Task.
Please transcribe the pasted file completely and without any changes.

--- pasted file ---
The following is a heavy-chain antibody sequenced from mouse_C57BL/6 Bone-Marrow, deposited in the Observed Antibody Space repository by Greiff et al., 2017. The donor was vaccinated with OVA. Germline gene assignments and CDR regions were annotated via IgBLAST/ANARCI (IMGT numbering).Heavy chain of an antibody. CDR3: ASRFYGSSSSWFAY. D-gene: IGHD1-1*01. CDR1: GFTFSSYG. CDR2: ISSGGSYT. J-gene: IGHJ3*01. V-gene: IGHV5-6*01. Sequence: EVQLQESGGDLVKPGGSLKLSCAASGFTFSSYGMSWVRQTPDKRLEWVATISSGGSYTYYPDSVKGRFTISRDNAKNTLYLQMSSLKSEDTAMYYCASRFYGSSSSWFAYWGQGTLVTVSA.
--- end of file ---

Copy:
The following is a heavy-chain antibody sequenced from mouse_C57BL/6 Bone-Marrow, deposited in the Observed Antibody Space repository by Greiff et al., 2017. The donor was vaccinated with OVA. Germline gene assignments and CDR regions were annotated via IgBLAST/ANARCI (IMGT numbering).Heavy chain of an antibody. CDR3: ASRFYGSSSSWFAY. D-gene: IGHD1-1*01. CDR1: GFTFSSYG. CDR2: ISSGGSYT. J-gene: IGHJ3*01. V-gene: IGHV5-6*01. Sequence: EVQLQESGGDLVKPGGSLKLSCAASGFTFSSYGMSWVRQTPDKRLEWVATISSGGSYTYYPDSVKGRFTISRDNAKNTLYLQMSSLKSEDTAMYYCASRFYGSSSSWFAYWGQGTLVTVSA.